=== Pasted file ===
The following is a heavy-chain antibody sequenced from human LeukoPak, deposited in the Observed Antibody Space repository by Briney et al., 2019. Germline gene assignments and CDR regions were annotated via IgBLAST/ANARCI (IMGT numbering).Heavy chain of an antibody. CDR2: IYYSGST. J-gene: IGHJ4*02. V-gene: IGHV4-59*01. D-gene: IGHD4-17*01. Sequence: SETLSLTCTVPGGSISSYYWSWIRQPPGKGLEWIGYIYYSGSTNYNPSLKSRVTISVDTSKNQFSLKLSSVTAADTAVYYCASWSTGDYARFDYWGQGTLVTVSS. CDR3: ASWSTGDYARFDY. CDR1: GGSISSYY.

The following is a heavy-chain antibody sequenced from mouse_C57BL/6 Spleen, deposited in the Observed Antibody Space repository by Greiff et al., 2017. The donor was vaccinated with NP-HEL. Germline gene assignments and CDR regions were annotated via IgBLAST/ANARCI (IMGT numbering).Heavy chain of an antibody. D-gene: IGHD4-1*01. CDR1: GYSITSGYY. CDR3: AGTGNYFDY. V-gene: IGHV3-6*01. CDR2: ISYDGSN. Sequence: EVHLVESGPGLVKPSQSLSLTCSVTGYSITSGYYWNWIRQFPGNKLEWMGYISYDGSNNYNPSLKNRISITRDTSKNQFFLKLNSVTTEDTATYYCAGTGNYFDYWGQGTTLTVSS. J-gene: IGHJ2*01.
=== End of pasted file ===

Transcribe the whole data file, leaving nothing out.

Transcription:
The following is a heavy-chain antibody sequenced from human LeukoPak, deposited in the Observed Antibody Space repository by Briney et al., 2019. Germline gene assignments and CDR regions were annotated via IgBLAST/ANARCI (IMGT numbering).Heavy chain of an antibody. CDR2: IYYSGST. J-gene: IGHJ4*02. V-gene: IGHV4-59*01. D-gene: IGHD4-17*01. Sequence: SETLSLTCTVPGGSISSYYWSWIRQPPGKGLEWIGYIYYSGSTNYNPSLKSRVTISVDTSKNQFSLKLSSVTAADTAVYYCASWSTGDYARFDYWGQGTLVTVSS. CDR3: ASWSTGDYARFDY. CDR1: GGSISSYY.

The following is a heavy-chain antibody sequenced from mouse_C57BL/6 Spleen, deposited in the Observed Antibody Space repository by Greiff et al., 2017. The donor was vaccinated with NP-HEL. Germline gene assignments and CDR regions were annotated via IgBLAST/ANARCI (IMGT numbering).Heavy chain of an antibody. D-gene: IGHD4-1*01. CDR1: GYSITSGYY. CDR3: AGTGNYFDY. V-gene: IGHV3-6*01. CDR2: ISYDGSN. Sequence: EVHLVESGPGLVKPSQSLSLTCSVTGYSITSGYYWNWIRQFPGNKLEWMGYISYDGSNNYNPSLKNRISITRDTSKNQFFLKLNSVTTEDTATYYCAGTGNYFDYWGQGTTLTVSS. J-gene: IGHJ2*01.